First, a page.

The Rangers have something the Penguins want, and that’s first place in the Eastern Conference.
And to get it, the Penguins must start by earning a win on Thursday night when the two clubs meet at Madison Square Garden.
“If we want to move up in the standings, we have to go through them,” defenseman Matt Niskanen
said. “It all starts (Thursday).”
When the Penguins last played the Rangers on Feb. 21 at CONSOL Energy Center, the Blueshirts had a 10-point cushion on Pittsburgh – what seemed virtually insurmountable at the time.
But with a nine-game winning streak beginning that night with Marc-Andre Fleury
’s franchise record-tying 22nd shutout, the Penguins had actually whittled that lead down to two points as recently as Sunday afternoon with their win over Boston.
Though the Rangers have built it back up to six points with wins on Sunday night and Tuesday, the Penguins’ hopes of reaching the top aren’t yet extinguished.
But with only 14 games left in the season, they know that those aspirations could be squashed if they don’t beat the Rangers both Thursday and in their sixth and final meeting on April 5 in Pittsburgh.
“Winning this game is real critical for us if we think we can catch the Rangers and get to the top of our division and hopefully top in the conference,” head coach Dan Bylsma said. “We have a game in hand. They’re six points ahead of us. The tiebreaker is the Rangers’, so we have to get ahead of them. Gaining four points in the remaining two games against them I think is critical to put ourselves in a position where we could be two points back of them. We’d have to gain that ground in the 12 games remaining for our team.”
While Thursday’s tilt isn’t Game 7 of the Stanley Cup Final in terms of stakes, it’s certainly more than just Game 69 of the regular season. The contest certainly won’t be lacking in dramatics with the return of captain Sidney Crosby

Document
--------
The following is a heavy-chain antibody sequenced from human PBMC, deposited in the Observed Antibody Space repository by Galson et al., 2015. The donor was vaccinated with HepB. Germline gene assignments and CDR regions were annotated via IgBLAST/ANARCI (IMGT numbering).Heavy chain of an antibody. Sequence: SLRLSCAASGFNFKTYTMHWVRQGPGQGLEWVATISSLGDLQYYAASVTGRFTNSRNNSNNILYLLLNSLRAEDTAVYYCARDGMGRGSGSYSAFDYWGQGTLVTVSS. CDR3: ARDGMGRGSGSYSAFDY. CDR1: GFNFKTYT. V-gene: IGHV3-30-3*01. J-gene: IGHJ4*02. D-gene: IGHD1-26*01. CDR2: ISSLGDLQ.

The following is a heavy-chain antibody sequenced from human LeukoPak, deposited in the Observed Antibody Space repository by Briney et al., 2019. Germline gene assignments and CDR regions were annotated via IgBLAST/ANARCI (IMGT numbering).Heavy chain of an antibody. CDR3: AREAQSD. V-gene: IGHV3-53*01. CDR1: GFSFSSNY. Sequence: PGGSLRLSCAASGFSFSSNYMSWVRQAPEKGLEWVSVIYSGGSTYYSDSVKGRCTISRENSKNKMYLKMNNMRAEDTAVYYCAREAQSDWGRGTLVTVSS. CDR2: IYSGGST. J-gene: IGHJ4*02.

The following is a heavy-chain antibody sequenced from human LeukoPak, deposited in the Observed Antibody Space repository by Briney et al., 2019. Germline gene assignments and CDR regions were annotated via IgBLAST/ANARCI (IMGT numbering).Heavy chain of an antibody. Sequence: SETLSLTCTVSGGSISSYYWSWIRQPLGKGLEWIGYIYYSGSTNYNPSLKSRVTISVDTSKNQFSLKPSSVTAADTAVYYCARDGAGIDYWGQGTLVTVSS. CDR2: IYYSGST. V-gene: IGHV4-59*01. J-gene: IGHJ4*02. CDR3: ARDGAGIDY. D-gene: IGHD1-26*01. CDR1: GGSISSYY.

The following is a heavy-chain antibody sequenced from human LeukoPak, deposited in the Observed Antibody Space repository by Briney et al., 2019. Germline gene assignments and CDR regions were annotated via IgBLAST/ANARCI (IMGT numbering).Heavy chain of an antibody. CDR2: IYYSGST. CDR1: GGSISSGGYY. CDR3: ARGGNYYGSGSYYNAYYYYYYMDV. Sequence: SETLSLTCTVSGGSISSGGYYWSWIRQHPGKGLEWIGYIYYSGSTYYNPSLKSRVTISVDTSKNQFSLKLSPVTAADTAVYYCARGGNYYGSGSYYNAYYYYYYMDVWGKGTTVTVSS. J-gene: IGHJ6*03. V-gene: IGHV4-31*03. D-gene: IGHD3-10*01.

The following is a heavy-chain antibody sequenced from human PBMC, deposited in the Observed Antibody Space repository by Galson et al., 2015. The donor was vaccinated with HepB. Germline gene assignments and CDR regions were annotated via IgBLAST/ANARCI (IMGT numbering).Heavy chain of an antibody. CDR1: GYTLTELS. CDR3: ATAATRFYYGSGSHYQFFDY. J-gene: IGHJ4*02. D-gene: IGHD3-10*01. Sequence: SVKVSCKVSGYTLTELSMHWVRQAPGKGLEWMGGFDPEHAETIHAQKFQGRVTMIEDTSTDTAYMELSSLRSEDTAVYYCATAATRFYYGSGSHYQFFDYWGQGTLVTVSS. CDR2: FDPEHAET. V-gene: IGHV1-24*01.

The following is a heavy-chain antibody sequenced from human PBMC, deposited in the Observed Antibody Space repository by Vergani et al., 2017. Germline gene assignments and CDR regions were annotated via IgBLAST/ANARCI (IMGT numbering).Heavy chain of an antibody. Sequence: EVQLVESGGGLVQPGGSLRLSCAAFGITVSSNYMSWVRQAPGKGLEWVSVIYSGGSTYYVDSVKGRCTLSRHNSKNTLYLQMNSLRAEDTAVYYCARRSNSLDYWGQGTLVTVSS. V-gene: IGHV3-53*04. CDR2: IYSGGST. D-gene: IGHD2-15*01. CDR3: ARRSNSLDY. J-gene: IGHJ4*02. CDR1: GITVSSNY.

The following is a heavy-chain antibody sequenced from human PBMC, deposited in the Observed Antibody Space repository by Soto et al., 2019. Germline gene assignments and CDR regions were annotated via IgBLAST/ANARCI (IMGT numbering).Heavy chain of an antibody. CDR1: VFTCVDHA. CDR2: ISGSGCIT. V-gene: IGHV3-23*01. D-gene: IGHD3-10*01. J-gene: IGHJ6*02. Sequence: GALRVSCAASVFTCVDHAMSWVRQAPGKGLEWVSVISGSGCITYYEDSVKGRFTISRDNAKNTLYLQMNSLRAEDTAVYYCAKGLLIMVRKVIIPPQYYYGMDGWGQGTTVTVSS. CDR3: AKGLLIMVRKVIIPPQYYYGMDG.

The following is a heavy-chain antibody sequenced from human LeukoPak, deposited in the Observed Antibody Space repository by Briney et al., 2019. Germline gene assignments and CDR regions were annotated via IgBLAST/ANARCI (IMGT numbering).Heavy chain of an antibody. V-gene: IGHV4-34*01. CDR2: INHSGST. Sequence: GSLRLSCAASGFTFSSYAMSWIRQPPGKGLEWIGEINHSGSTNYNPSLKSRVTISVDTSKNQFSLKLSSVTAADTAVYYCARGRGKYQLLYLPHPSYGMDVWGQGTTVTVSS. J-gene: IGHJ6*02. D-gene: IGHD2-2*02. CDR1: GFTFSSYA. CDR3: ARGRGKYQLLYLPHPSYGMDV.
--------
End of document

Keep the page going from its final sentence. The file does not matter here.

from a 40-game absence, but it’s also the kind of meaningful hockey players look forward to all year through a tiring, grinding schedule.
“Everyone is pretty excited,” forward Joe Vitale
said. “Not to be silly and think that it’s a bigger game than it really is – it’s another game with two points up for grabs. But you look at your opponent, you look at the standings, you look at how much hockey is left. Obviously we wanted to win the conference from the beginning and we have to go through these guys to get there.”
Though the Rangers have been the model of consistency all season and have been in first place for such a long period of time because of that, the Penguins aren’t necessarily looking at this game as a measuring stick.
It’s more about making a statement.
“Certainly they’re a good team, but we’ve been right there with them this whole season,” Niskanen said. “We’re 2-2 against them. So they’ve certainly been one of the better teams in the league the whole year, but I think just looking forward to the playoff seeding and sending a message for how we’re going to play and continuing to play good hockey on our end (is our goal).”
And the Penguins hope they can do that both Thursday and on the rest of their three-game road trip that has them visiting two more Atlantic Division rivals in New Jersey (Saturday) and Philadelphia (Sunday).
“These are teams we’re going to see in the playoffs,” forward James Neal
said. “You want to leave a dent on them and you want to play them really hard. It’ll be fun. You work all year to play games like this. It’s exciting and a good boost for our team getting (Sidney Crosby
) back. Hopefully we can continue to keep playing well and keep this streak going, because there’s a good feeling around the room and our team is playing well right now.”